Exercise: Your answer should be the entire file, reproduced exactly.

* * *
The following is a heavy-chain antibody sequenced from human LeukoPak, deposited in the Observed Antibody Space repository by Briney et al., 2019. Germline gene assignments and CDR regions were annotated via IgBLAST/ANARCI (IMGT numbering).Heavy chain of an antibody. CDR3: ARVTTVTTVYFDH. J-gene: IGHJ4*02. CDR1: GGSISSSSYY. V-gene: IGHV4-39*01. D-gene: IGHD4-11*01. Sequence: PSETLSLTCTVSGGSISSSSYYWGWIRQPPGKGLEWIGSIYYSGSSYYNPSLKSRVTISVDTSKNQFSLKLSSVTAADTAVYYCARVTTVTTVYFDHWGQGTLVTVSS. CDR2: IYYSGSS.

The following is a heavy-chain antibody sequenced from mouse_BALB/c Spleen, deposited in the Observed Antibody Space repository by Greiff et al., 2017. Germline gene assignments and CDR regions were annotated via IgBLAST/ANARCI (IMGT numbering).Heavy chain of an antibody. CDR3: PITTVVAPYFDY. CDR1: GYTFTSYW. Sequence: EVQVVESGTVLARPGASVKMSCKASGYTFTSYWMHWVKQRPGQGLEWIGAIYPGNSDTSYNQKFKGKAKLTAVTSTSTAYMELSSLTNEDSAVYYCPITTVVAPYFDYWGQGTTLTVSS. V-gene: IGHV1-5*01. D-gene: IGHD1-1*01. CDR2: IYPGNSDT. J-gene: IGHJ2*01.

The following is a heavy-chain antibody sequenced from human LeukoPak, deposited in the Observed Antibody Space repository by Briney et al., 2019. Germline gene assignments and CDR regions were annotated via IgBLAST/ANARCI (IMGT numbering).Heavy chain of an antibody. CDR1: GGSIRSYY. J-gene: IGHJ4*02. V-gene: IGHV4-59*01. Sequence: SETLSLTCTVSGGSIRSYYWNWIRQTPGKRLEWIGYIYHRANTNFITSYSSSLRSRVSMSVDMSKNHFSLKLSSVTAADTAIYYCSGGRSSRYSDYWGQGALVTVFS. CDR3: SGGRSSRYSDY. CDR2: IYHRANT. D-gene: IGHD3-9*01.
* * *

The following is a heavy-chain antibody sequenced from human LeukoPak, deposited in the Observed Antibody Space repository by Briney et al., 2019. Germline gene assignments and CDR regions were annotated via IgBLAST/ANARCI (IMGT numbering).Heavy chain of an antibody. CDR3: ARVTTVTTVYFDH. J-gene: IGHJ4*02. CDR1: GGSISSSSYY. V-gene: IGHV4-39*01. D-gene: IGHD4-11*01. Sequence: PSETLSLTCTVSGGSISSSSYYWGWIRQPPGKGLEWIGSIYYSGSSYYNPSLKSRVTISVDTSKNQFSLKLSSVTAADTAVYYCARVTTVTTVYFDHWGQGTLVTVSS. CDR2: IYYSGSS.

The following is a heavy-chain antibody sequenced from mouse_BALB/c Spleen, deposited in the Observed Antibody Space repository by Greiff et al., 2017. Germline gene assignments and CDR regions were annotated via IgBLAST/ANARCI (IMGT numbering).Heavy chain of an antibody. CDR3: PITTVVAPYFDY. CDR1: GYTFTSYW. Sequence: EVQVVESGTVLARPGASVKMSCKASGYTFTSYWMHWVKQRPGQGLEWIGAIYPGNSDTSYNQKFKGKAKLTAVTSTSTAYMELSSLTNEDSAVYYCPITTVVAPYFDYWGQGTTLTVSS. V-gene: IGHV1-5*01. D-gene: IGHD1-1*01. CDR2: IYPGNSDT. J-gene: IGHJ2*01.

The following is a heavy-chain antibody sequenced from human LeukoPak, deposited in the Observed Antibody Space repository by Briney et al., 2019. Germline gene assignments and CDR regions were annotated via IgBLAST/ANARCI (IMGT numbering).Heavy chain of an antibody. CDR1: GGSIRSYY. J-gene: IGHJ4*02. V-gene: IGHV4-59*01. Sequence: SETLSLTCTVSGGSIRSYYWNWIRQTPGKRLEWIGYIYHRANTNFITSYSSSLRSRVSMSVDMSKNHFSLKLSSVTAADTAIYYCSGGRSSRYSDYWGQGALVTVFS. CDR3: SGGRSSRYSDY. CDR2: IYHRANT. D-gene: IGHD3-9*01.